This book has 4 recommendations
Colleen McCreary (CEO / CCKPartners)
The book just a great job describing how communities through the world and history were able to be more innovative than others. It contains some big surprises too.
Daniel Gilbert (Author / )
Eric Weiner has single-handedly invented a new nonfiction genre in which a brilliant and hilarious writer leaves his home and family to circle the globe in search of the answer to a timeless question. The Geography of Genius is an intellectual odyssey, a traveler’s diary, and a comic novel all rolled into one. Smart, original, and utterly delightful, this is Weiner’s best book yet.
Walter Isaacson (Author / )
Why do certain places produce a spontaneous eruption of creativity? What made Athens and Florence and Silicon Valley? This witty and fun book has an insight in every paragraph. It’s a charming mix of history and wisdom cloaked as a rollicking travelogue filled with colorful characters.
Adam Grant (Author / )
It’s rare to read a book that makes you laugh and learn, but Eric Weiner has done it again. This witty, wise explorer offers fascinating insights on how culture has inspired creativity across the ages—ripe for chats at water coolers and cocktail parties—and offers a practical map for how we can all become a bit more inventive.
Travel the world with Eric Weiner, the New York Times best-selling author of The Geography of Bliss, as he journeys from Athens to Silicon Valley - and throughout history, too - to show how creative genius flourishes in specific places at specific times.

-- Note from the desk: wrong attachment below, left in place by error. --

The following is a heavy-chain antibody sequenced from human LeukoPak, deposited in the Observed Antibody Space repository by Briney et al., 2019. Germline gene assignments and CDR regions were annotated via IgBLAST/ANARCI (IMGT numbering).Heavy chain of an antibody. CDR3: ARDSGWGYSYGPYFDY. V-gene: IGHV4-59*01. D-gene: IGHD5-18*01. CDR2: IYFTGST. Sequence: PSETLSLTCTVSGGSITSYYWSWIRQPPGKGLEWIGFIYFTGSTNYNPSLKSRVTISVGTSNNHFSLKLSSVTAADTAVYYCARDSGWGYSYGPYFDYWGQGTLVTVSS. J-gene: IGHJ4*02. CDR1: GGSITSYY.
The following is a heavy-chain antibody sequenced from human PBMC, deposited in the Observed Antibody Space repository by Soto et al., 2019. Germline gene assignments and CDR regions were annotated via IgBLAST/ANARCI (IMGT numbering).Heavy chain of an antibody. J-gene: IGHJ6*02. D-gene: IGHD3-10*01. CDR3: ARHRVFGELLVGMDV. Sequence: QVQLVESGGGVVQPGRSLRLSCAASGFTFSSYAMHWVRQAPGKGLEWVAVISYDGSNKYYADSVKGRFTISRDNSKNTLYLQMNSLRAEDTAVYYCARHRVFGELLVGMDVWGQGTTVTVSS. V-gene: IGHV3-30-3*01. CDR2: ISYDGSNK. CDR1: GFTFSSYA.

In The Geography of Genius, acclaimed travel writer Weiner sets out to examine the connection between our surroundings and our most innovative ideas. He explores the history of places, like Vienna of 1900, Renaissance Florence, ancient Athens, Song Dynasty Hangzhou, and Silicon Valley, to show how certain urban settings are conducive to ingenuity. And, with his trademark insightful humor, he walks the same paths as the geniuses who flourished in these settings to see if the spirit of what inspired figures like Socrates, Michelangelo, and Leonardo remains. In these places, Weiner asks, What was in the air, and can we bottle it?
This link can be traced back through history: Darwin's theory of evolution gelled while he was riding in a carriage. Freud did his best thinking at his favorite coffeehouse. Beethoven, like many geniuses, preferred long walks in the woods.
Sharp and provocative, The Geography of Genius redefines the argument about how genius came to be. His reevaluation of the importance of culture in nurturing creativity is an informed romp through history that will surely jump-start a national conversation.